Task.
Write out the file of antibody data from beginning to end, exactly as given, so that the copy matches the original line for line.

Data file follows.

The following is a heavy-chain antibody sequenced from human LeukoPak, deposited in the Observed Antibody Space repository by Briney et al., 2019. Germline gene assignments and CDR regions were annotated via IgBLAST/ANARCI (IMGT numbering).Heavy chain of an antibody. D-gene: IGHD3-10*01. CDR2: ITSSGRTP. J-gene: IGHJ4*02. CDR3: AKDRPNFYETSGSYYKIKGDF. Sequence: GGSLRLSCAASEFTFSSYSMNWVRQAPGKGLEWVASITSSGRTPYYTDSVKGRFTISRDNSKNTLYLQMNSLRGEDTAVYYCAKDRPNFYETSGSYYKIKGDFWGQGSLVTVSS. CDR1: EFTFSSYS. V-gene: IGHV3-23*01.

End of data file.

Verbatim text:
The following is a heavy-chain antibody sequenced from human LeukoPak, deposited in the Observed Antibody Space repository by Briney et al., 2019. Germline gene assignments and CDR regions were annotated via IgBLAST/ANARCI (IMGT numbering).Heavy chain of an antibody. D-gene: IGHD3-10*01. CDR2: ITSSGRTP. J-gene: IGHJ4*02. CDR3: AKDRPNFYETSGSYYKIKGDF. Sequence: GGSLRLSCAASEFTFSSYSMNWVRQAPGKGLEWVASITSSGRTPYYTDSVKGRFTISRDNSKNTLYLQMNSLRGEDTAVYYCAKDRPNFYETSGSYYKIKGDFWGQGSLVTVSS. CDR1: EFTFSSYS. V-gene: IGHV3-23*01.